Compromise, arranagement and amalgamation

Amalgamation – objection to change name as part of scheme

In Re: Michelin India Private Limited [MANU/TN/0817/2015] Madrad High Court

In a scheme of amalgamation, it was proposed that name of the transferor company shall be deemed to be name of the transferee company. The Regional Director, Ministry of Company Affairs (‘MCA’), objected to the same on the ground that as per General Circular No. 45/2011 dated 8.7.2011 of MCA on Name Availability Guidelines, 2011, a proposed name is considered to be undesirable if it is identical with or too nearly resembling with name of the company in existence and names already approved by the Registrar of Companies. The Transferee Company shall follow the Procedures and Rules laid down for such change of name.

The petitioner company relied upon unreported judgement of Madras High Court in C.P. Nos. 54 to 56 of 2014, Eye Foundation Ltd. vs. Lasik Centre (India) P. Ltd.[1] wherein Madras high Court referred judgement of Bombay High Court In Re: PMP Auto Industries Ltd.[2] and the judgment of the Karnataka High Court in Mysore Cements Limited[3] where the compliance of Section 21 was dispensed with on the ground that Section 391 of the Companies Act invests the court with powers to approve or sanction a scheme of amalgamation/arrangement and in doing so, if there are any other things which for effectuation, require a special procedure to be followed except reduction of capital, then the court has power to sanction them, while sanctioning the scheme itself. And that section 391 is a complete code in the nature of a “single window clearance” system: (i) order passed by our High Court in C.P. Nos. 177 and 178 of 2008 in Mehala Machines Limited, and M/s. Sanmarco Texmac P. Ltd..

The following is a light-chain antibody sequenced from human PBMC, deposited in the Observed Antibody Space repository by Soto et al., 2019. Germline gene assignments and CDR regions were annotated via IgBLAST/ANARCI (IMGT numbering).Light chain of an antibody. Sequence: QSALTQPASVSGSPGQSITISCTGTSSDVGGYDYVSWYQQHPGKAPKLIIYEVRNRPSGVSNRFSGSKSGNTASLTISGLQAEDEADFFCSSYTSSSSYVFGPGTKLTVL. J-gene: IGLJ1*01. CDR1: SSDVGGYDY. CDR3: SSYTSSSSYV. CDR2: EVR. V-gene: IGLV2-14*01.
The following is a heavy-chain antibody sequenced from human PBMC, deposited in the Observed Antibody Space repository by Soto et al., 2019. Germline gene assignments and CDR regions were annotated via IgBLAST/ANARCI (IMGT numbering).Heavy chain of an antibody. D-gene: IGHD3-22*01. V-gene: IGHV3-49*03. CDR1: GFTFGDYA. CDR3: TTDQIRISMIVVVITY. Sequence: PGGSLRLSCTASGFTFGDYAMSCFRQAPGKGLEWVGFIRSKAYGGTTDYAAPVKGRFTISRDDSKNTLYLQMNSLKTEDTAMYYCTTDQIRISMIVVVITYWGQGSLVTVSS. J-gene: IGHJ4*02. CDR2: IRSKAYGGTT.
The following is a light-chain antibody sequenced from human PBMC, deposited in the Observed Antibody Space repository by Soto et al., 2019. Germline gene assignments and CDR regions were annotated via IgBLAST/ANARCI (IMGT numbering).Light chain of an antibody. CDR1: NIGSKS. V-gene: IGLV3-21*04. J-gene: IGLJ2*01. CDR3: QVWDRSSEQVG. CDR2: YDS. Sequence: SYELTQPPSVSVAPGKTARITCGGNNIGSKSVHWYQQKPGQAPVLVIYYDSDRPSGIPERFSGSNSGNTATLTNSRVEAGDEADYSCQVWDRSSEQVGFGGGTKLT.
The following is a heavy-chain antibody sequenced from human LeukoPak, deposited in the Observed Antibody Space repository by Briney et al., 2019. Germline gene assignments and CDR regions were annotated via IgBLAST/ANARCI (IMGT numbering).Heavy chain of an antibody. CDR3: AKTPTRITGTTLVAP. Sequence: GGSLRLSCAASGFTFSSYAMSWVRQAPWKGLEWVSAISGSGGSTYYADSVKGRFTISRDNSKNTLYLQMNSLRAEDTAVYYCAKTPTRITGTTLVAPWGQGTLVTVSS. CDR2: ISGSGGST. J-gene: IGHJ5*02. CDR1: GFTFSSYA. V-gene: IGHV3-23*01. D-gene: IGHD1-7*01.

The petitioner company also relied on the judgment of the Gujarat High Court in Mekaster Valves and Engineering Services Private Limited[4], wherein, reliance was placed on the judgment of the Bombay High Court in Vasant Investment Corporation Limited v. Official Liquidator, Colaba Land and Mill Co. Ltd.[5], which has dealt with the wide powers under Section 391 of the Companies Act, 1956.

And reliance was also placed upon the judgment of the Supreme Court in Bhagwati Developers v. Peerless General Finance and Investment Co. and others[6], wherein it was observed that these Circulars (referring to MCA circulars) are merely advisory in character.

 

Madras High Court held that General Circular No. 45/2011 dated 8.7.2011 of MCA does not have any mandatory effect and it is merely advisory in character. Hon’ble High Court also considered sections 21 of the Companies Act 1956 and Section 13 of the Companies Act 2013. And observed that Chapter V (of Companies Act 1956) is a complete code by itself on the subject of arrangement/compromise and reconstruction comprehensive enough to include a change in the name consequent on the amalgamation or arrangement.

It may be noted that Rule 8 (8) of the Companies (Incorporation) Rules, 2014 was not brought to notice of Hon’ble Court, which provides that names released on change of name shall not be allowed to be taken by any other company (including group company) for a period of three years, except where specific directions given by competent authority in course of compromise, arrangement and amalgamation.

[1] [ 2013 ] 113 CLA 93 ( Mad. ), [ 2013 ] 176 CompCas 345 ( Mad )

[2] [ 1994 ] 80 CompCas 289 ( Bom ); 1991 ( 4 ) BomCR 387

[3] [ 2009 ] 150 CompCas 623 ( Kar ); [ 2010 ] 97 SCL 290 ( Kar ); 2009 ( 4 ) KCCR 2707; 2009 ( 4 ) KarLJ 388

[4] [2009] Comp. Cases 593

[5] (1981) 51 Comp. Case 20

[6] AIR 2005 SC 3345

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